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Beautiful Basque Coastal City

June 1-6

We had a nice train ride from Madrid to San Sebastian, a total of about six hours. As we left the rolling plateau around Madrid, our train went through some nice mountains before continuing on through more plains. Things changed abruptly as we entered the northeastern region of Pais Vasco -- land of the Basques. We were very surprised to see heavily-forested emerald green mountains, surrounded by ethereal mist. The Pais Vasco seemed to be a place that was perpetually wet and green.

San Sebastian is the largest city in the Basque country, a region which covers this section of Spain as well as the adjacent portion of France. The Basques have always had a very independent streak about them, and in fact, there is still a small percentage of the population pushing for independence from Spain. IRA-style terrorist bombings occasionally occur in the Pais Vasco (never directed at tourists) when this minority wants to really make themselves heard. In fact, while we were in San Sebastian, a major political figure was assassinated on the streets of a nearby city. Most people, though, don't want independence from Spain and considers this terrorist minority a nuisance. The national government actually gives the Basques quite a bit of autonomy, allowing them to rule themselves for the most part. Signs here are usually in the Basque language, quite a departure from the Castillian Spanish we were used to reading in the rest of the country.

Bajia del la Concha

View of San Sebastian and Bahia de la Concha, from Monte Igueldo.

San Sebastian is situated in what has to be one of the prettiest natural settings in the world. Barely 20 miles from the French border on the northeast coast of Spain, itīs very different from the warmer, drier cities we had visited to the south. The city is built around the Bahia de la Concha, a spectacular crescent-shaped bay with a long, golden beach safe for swimming. An island in the middle of the bay and natural rocky shoals protect the beach from harsh Atlantic wave conditions, and two tall hills (or small mountains, if you prefer) stand like sentinels to each side of the bay, further protecting the its interior from nasty weather.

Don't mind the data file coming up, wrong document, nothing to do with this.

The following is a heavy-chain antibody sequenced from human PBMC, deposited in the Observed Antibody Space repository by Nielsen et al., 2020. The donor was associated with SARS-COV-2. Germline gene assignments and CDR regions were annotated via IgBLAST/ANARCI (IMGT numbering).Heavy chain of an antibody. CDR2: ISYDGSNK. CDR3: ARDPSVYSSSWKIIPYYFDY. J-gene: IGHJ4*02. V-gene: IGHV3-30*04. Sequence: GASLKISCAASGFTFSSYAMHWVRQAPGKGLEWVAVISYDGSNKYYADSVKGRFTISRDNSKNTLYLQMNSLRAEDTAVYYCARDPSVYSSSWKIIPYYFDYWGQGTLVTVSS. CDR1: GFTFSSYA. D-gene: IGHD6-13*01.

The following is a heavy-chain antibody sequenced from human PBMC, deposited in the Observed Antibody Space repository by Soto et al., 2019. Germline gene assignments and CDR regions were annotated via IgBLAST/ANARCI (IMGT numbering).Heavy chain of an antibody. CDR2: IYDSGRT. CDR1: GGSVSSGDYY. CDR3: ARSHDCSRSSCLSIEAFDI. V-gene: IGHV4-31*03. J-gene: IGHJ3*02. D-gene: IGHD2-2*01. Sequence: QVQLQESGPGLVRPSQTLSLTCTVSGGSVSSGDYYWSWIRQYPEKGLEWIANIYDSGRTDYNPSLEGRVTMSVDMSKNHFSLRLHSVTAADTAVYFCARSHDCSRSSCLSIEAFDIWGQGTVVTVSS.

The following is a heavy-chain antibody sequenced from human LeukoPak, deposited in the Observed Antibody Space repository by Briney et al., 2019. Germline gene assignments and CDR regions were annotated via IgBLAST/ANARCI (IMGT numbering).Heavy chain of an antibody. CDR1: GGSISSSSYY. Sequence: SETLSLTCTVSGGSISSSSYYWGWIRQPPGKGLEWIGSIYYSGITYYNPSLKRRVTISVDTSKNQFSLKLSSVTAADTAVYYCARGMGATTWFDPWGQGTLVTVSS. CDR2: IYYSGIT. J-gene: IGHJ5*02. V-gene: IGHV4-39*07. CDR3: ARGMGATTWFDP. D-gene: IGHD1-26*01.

Even so, it rained off and on practically the entire time we were in San Sebastian, reminding us that it was still springtime in Europe and that we were now facing the cool coast of the Bay of Biscay. Everything seems to be perpetually damp and green here, although we hear that July and August are spectacular sunny months. At first, the cook, damp weather was refreshing. The saturated marine air added a surreal, misty quality to the entire city. It was very beautiful. But after a few days, we began to wish for sunshine again. Here we were, in this beautiful coastal city with an excellent beach, but it was always too cool to go for a swim, or even hang out on the beach for very long! This was not a big problem for us, though. The city and its beach were still beautiful, no matter what the weather was like. This just gave us more of an excuse to hang out indoors, eating and drinking with the locals!


Inside one of our favorite tapas bars!

Speaking of eating and in the rest of Spain, food and drink is important here. Perhaps even more important that in the other cities to the south; the Basque region is considered by many to produce some of the finest cuisine in all of Spain. As in the rest of Spain, tapas bars are everywhere. We found ourselves snacking in San Sebastian's tapas bars constantly (hey, it was raining, what else was there to do?). Unlike in Madrid and Sevilla, where the tapas are displayed in large trays under glass, the tapas bars of San Sebastian have huge varieties of small plates spread out across the bars. You simply take what you want to eat, then tell the bartender what you had at the end of your meal so he can ring up the bill. What a way to dine! Washed down with glasses of the locally brewed Sidra (cider), San Sebastian's tapas make a great meal.

View from Monte Urgull

On top of Monte Urgull

On our third day in town, we decided we needed a little exercize (other than the usual walking around town to find something else to eat). So we headed up the path behind the Old Town and hiked to Monte Urgull, one of two tall hills at each end of the Bahia de la Concha. At the top of the hill are the ruins of an old castle, with a more modern statue of Christ at its peak. From the top of the castle, the view is spectacular. The fog and mist once again made for a surreal and beautiful setting. To the right was the big Atlantic Ocean and the Bay of Biscay, to the left the placid waters of the Bay of la Concha. But, as usual, it soon started to rain again, so we quickly headed downhill to find shelter.

Despite the gray weather, we really enjoyed our five days in San Sebastian, this most Basque of Basque cities. Unique, beautiful, and relaxed, it is, like Essaouira in Morocco, "our kind of place." We know we'll be back again one day. Hopefully in better weather.

On June 6, we took an overnight train to Barcelona, the stylish Capital of Spain's other main autonomous region, Catalunya.

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